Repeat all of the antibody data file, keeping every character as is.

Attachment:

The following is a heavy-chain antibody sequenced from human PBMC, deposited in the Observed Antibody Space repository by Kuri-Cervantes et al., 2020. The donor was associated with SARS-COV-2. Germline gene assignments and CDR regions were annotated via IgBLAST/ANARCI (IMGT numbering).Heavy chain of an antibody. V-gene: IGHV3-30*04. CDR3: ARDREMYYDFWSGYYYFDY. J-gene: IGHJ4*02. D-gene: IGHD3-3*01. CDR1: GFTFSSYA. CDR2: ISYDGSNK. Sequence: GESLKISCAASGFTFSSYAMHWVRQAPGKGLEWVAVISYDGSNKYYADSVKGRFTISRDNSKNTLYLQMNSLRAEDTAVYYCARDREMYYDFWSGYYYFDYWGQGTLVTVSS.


The following is a heavy-chain antibody sequenced from human PBMC, deposited in the Observed Antibody Space repository by Kuri-Cervantes et al., 2020. The donor was associated with SARS-COV-2. Germline gene assignments and CDR regions were annotated via IgBLAST/ANARCI (IMGT numbering).Heavy chain of an antibody. V-gene: IGHV3-30*04. CDR3: ARDREMYYDFWSGYYYFDY. J-gene: IGHJ4*02. D-gene: IGHD3-3*01. CDR1: GFTFSSYA. CDR2: ISYDGSNK. Sequence: GESLKISCAASGFTFSSYAMHWVRQAPGKGLEWVAVISYDGSNKYYADSVKGRFTISRDNSKNTLYLQMNSLRAEDTAVYYCARDREMYYDFWSGYYYFDYWGQGTLVTVSS.